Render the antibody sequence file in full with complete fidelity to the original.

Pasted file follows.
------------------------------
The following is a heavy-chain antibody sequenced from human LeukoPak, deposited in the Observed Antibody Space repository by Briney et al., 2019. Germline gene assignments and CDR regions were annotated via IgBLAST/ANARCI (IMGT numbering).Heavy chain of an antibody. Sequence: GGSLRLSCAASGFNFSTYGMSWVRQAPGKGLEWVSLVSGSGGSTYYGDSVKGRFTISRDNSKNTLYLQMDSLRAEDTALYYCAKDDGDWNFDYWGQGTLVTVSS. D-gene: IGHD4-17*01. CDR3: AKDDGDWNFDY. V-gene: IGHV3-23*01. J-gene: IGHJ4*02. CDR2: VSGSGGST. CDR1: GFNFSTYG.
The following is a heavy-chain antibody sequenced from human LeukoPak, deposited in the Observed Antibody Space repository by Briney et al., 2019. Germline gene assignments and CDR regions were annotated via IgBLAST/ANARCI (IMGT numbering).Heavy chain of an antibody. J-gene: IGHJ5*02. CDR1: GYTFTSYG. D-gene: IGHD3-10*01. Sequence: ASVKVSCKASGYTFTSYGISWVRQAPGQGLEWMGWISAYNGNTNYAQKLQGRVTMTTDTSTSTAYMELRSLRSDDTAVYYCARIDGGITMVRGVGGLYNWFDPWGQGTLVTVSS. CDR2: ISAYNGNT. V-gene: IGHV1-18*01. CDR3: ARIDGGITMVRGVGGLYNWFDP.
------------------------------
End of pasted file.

The following is a heavy-chain antibody sequenced from human LeukoPak, deposited in the Observed Antibody Space repository by Briney et al., 2019. Germline gene assignments and CDR regions were annotated via IgBLAST/ANARCI (IMGT numbering).Heavy chain of an antibody. Sequence: GGSLRLSCAASGFNFSTYGMSWVRQAPGKGLEWVSLVSGSGGSTYYGDSVKGRFTISRDNSKNTLYLQMDSLRAEDTALYYCAKDDGDWNFDYWGQGTLVTVSS. D-gene: IGHD4-17*01. CDR3: AKDDGDWNFDY. V-gene: IGHV3-23*01. J-gene: IGHJ4*02. CDR2: VSGSGGST. CDR1: GFNFSTYG.
The following is a heavy-chain antibody sequenced from human LeukoPak, deposited in the Observed Antibody Space repository by Briney et al., 2019. Germline gene assignments and CDR regions were annotated via IgBLAST/ANARCI (IMGT numbering).Heavy chain of an antibody. J-gene: IGHJ5*02. CDR1: GYTFTSYG. D-gene: IGHD3-10*01. Sequence: ASVKVSCKASGYTFTSYGISWVRQAPGQGLEWMGWISAYNGNTNYAQKLQGRVTMTTDTSTSTAYMELRSLRSDDTAVYYCARIDGGITMVRGVGGLYNWFDPWGQGTLVTVSS. CDR2: ISAYNGNT. V-gene: IGHV1-18*01. CDR3: ARIDGGITMVRGVGGLYNWFDP.